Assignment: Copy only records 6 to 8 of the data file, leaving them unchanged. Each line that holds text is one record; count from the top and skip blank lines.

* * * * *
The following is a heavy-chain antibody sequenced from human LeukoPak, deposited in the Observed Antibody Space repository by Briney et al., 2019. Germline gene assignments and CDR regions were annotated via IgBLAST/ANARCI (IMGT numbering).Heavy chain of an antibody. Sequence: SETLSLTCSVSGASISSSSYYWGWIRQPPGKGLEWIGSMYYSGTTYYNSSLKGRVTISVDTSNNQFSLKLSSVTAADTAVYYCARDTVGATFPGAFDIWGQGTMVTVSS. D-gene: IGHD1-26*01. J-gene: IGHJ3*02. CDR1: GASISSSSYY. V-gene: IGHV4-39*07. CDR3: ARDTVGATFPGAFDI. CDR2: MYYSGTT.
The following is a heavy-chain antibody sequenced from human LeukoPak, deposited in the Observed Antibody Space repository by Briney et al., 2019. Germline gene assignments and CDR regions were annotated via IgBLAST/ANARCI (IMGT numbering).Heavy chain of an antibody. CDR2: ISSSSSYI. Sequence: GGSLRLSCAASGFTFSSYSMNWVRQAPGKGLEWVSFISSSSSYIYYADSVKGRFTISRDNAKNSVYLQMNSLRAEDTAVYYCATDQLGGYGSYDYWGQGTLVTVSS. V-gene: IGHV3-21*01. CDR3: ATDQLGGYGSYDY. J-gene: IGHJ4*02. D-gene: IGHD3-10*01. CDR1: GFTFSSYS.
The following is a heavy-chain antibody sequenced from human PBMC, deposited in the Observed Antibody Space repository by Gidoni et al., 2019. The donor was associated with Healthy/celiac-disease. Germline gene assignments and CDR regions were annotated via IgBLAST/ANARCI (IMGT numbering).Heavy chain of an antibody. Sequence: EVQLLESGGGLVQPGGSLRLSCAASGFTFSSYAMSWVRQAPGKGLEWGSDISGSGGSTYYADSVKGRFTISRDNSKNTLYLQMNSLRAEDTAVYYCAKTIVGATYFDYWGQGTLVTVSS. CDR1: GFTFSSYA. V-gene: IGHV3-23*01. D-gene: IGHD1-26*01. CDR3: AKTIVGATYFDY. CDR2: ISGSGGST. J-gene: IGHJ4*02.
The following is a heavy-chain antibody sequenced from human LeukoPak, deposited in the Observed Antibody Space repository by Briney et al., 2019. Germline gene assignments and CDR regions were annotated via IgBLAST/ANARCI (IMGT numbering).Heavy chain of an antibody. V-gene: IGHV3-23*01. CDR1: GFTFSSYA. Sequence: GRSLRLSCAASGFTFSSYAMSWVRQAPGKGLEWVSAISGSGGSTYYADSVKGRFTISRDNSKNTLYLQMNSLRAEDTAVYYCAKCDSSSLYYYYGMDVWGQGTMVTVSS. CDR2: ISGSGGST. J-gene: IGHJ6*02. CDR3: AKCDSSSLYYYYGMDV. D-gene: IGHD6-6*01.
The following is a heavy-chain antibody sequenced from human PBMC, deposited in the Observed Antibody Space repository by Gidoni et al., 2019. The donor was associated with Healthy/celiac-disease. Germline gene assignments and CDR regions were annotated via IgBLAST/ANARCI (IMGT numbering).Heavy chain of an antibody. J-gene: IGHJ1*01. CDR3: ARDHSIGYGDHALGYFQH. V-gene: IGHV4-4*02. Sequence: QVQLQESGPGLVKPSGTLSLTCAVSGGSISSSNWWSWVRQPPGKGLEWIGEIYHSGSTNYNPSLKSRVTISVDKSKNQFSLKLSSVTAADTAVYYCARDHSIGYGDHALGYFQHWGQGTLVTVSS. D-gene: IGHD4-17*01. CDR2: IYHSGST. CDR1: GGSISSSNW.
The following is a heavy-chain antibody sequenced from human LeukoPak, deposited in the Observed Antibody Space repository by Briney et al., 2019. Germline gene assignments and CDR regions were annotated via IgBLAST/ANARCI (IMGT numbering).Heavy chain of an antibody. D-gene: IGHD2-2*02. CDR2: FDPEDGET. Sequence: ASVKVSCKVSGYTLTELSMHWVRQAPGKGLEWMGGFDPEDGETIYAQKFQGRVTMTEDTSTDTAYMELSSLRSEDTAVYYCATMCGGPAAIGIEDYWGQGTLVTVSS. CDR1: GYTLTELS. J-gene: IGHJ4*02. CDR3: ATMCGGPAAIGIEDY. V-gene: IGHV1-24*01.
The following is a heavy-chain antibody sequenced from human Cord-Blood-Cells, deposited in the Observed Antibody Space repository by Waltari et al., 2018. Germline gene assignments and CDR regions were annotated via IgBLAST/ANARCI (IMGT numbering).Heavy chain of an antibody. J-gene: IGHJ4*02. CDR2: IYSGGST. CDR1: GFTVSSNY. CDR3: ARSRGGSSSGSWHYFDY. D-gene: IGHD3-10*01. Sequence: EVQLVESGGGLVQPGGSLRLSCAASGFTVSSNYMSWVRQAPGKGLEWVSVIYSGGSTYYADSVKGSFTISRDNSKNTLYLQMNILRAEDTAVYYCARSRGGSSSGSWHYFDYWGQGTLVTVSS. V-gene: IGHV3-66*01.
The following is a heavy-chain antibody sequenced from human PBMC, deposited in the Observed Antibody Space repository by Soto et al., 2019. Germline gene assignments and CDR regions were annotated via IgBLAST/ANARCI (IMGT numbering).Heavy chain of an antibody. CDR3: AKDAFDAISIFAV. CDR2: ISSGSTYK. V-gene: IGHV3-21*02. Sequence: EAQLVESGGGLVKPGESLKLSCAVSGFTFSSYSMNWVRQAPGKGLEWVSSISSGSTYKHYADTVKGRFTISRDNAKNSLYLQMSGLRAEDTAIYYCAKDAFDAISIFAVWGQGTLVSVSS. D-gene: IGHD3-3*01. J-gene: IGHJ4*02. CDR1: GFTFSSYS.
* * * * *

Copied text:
The following is a heavy-chain antibody sequenced from human LeukoPak, deposited in the Observed Antibody Space repository by Briney et al., 2019. Germline gene assignments and CDR regions were annotated via IgBLAST/ANARCI (IMGT numbering).Heavy chain of an antibody. D-gene: IGHD2-2*02. CDR2: FDPEDGET. Sequence: ASVKVSCKVSGYTLTELSMHWVRQAPGKGLEWMGGFDPEDGETIYAQKFQGRVTMTEDTSTDTAYMELSSLRSEDTAVYYCATMCGGPAAIGIEDYWGQGTLVTVSS. CDR1: GYTLTELS. J-gene: IGHJ4*02. CDR3: ATMCGGPAAIGIEDY. V-gene: IGHV1-24*01.
The following is a heavy-chain antibody sequenced from human Cord-Blood-Cells, deposited in the Observed Antibody Space repository by Waltari et al., 2018. Germline gene assignments and CDR regions were annotated via IgBLAST/ANARCI (IMGT numbering).Heavy chain of an antibody. J-gene: IGHJ4*02. CDR2: IYSGGST. CDR1: GFTVSSNY. CDR3: ARSRGGSSSGSWHYFDY. D-gene: IGHD3-10*01. Sequence: EVQLVESGGGLVQPGGSLRLSCAASGFTVSSNYMSWVRQAPGKGLEWVSVIYSGGSTYYADSVKGSFTISRDNSKNTLYLQMNILRAEDTAVYYCARSRGGSSSGSWHYFDYWGQGTLVTVSS. V-gene: IGHV3-66*01.
The following is a heavy-chain antibody sequenced from human PBMC, deposited in the Observed Antibody Space repository by Soto et al., 2019. Germline gene assignments and CDR regions were annotated via IgBLAST/ANARCI (IMGT numbering).Heavy chain of an antibody. CDR3: AKDAFDAISIFAV. CDR2: ISSGSTYK. V-gene: IGHV3-21*02. Sequence: EAQLVESGGGLVKPGESLKLSCAVSGFTFSSYSMNWVRQAPGKGLEWVSSISSGSTYKHYADTVKGRFTISRDNAKNSLYLQMSGLRAEDTAIYYCAKDAFDAISIFAVWGQGTLVSVSS. D-gene: IGHD3-3*01. J-gene: IGHJ4*02. CDR1: GFTFSSYS.